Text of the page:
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The website's just a tad out of date with the information.


Originally posted by Dragonlike
In textbooks, we are told that the earliest optical lens polishing techniques appeared in 16th century Europe. However, this polished lens is an ancient relic 2200 years old.
How is that possible?


In fact, the ancients had been using gemstones and crude glass, polished into lenses, for quite some time. The Roman, Seneca (4 BC-65 AD), read with the use of such a thing and he was hardly the first:
www.didyouknow.cd...

So, it shows development from a much older form. VERY interesting article, though -- it's exciting to see just how far back this goes!



posted on Jan, 29 2007 @ 01:21 AM
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Originally posted by mythatsabigprobe
I don't think they could have made this lens without help from an advanced civilization. If it was found at the same location as the batteries, maybe it's the lens from a flashlight.


But a lens can be ground with plain old sand -- the same way they'd been polishing gemstones ever since 3,000 BC. I don't think it requires an advanced civilization to do something they'd already been doing for a thousand years.

...and the lens isn't that good or that clear or curved properly for a flashlight. You'd find it disappointing as a flashlight.



posted on Jan, 29 2007 @ 01:30 PM
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Originally posted by Marduk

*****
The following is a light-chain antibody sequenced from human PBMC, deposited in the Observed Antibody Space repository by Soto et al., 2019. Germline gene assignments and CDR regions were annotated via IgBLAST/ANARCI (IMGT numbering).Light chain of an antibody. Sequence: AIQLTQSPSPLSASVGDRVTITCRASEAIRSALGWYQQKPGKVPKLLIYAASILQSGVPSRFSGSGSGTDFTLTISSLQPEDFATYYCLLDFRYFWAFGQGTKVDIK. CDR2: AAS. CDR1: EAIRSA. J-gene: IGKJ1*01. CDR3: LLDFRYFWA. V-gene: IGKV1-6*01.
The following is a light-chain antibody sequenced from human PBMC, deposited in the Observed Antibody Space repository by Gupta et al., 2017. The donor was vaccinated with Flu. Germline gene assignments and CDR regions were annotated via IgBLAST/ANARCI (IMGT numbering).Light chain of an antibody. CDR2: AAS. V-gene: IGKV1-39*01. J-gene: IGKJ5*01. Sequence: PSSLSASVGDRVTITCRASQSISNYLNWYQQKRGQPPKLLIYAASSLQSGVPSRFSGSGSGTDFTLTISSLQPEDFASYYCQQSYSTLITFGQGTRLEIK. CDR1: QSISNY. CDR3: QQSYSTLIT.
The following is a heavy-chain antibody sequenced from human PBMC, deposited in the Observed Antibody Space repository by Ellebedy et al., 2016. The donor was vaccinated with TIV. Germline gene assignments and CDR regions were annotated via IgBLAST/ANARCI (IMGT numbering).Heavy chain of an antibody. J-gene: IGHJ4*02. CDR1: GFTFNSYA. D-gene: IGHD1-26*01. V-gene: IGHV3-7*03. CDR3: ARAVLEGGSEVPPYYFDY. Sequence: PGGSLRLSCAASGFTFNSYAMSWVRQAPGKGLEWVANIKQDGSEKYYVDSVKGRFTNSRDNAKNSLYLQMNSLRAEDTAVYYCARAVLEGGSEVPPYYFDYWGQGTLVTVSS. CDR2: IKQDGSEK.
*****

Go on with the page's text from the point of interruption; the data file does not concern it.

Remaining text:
are you sure it wasn't a spacemans laser gun
or a vehicle cats eye for all the armoured personell carriers they were using to batter down the walls of Troy



RAOTFLMFAO

Like you say Marduk, if they had optical lens technology they would have had more knowledge of the number of Planets....unless the planets they did not know of didn't exist then
or perhaps their long dead inhabitants used Klingon stealth technology



Originally posted by Nygdan
I'm with Mythatsabigprobe on this one. I think that they used the baghdad battery and babylon lense to create the sumerian flashlight for making handshadow puppets to frighten off their enemies.


Again RAOTFLMFAO, my sides are hurting stop it please.

The Ancients did seem to have some lost technologies and techniques.
To find a bit of glass and claim it to be any form of optical lens is a bit of a stretch IMHO.

The origin of the glass is important. To say they could manufacture lenses would require some destructive testing of the glass to ascertain if it was man made and tests to find its optical characteristics and method of grinding, polishing.

Peoples around the world went round gathering all sorts of rocks and worked them to a high degree. If it were a lump of coal or jasper not many would be interested.

It could be that, someone just found an interesting looking piece of rock and fashioned it into a more interesting object. It is oval after all, not a good shape for a lens. Personally I am always impressed with the way they worked stuff like lapis lazuli into "pretty, polished shapes".

I see no reason to associate this lump of glass with other technologies, like the alleged battery. Come to think of it the "battery" is a very crude looking device. Perhaps they took more pride in lenses than batteries


I think its a jewel or maybe part of the Mesopotamian Star Wars Defence program



posted on Jan, 29 2007 @ 04:29 PM
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I dont find this so hard to believe. We would be floored by the tech of our past. they knew things that we have long forgoten.